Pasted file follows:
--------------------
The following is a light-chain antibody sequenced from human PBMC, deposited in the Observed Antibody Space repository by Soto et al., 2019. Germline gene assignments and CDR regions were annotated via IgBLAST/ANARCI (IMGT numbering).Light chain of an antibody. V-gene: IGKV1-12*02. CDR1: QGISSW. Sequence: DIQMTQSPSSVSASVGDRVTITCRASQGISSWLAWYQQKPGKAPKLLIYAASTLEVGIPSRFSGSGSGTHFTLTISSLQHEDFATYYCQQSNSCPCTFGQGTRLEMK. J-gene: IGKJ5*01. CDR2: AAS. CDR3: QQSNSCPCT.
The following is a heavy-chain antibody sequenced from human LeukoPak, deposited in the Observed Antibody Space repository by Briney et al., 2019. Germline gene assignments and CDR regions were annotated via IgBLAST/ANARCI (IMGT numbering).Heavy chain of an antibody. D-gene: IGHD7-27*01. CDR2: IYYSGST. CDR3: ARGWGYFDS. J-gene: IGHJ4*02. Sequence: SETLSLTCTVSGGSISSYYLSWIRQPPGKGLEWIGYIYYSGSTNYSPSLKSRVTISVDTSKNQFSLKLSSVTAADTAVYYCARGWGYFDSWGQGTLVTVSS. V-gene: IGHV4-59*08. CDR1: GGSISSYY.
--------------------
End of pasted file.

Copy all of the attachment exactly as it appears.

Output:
The following is a light-chain antibody sequenced from human PBMC, deposited in the Observed Antibody Space repository by Soto et al., 2019. Germline gene assignments and CDR regions were annotated via IgBLAST/ANARCI (IMGT numbering).Light chain of an antibody. V-gene: IGKV1-12*02. CDR1: QGISSW. Sequence: DIQMTQSPSSVSASVGDRVTITCRASQGISSWLAWYQQKPGKAPKLLIYAASTLEVGIPSRFSGSGSGTHFTLTISSLQHEDFATYYCQQSNSCPCTFGQGTRLEMK. J-gene: IGKJ5*01. CDR2: AAS. CDR3: QQSNSCPCT.
The following is a heavy-chain antibody sequenced from human LeukoPak, deposited in the Observed Antibody Space repository by Briney et al., 2019. Germline gene assignments and CDR regions were annotated via IgBLAST/ANARCI (IMGT numbering).Heavy chain of an antibody. D-gene: IGHD7-27*01. CDR2: IYYSGST. CDR3: ARGWGYFDS. J-gene: IGHJ4*02. Sequence: SETLSLTCTVSGGSISSYYLSWIRQPPGKGLEWIGYIYYSGSTNYSPSLKSRVTISVDTSKNQFSLKLSSVTAADTAVYYCARGWGYFDSWGQGTLVTVSS. V-gene: IGHV4-59*08. CDR1: GGSISSYY.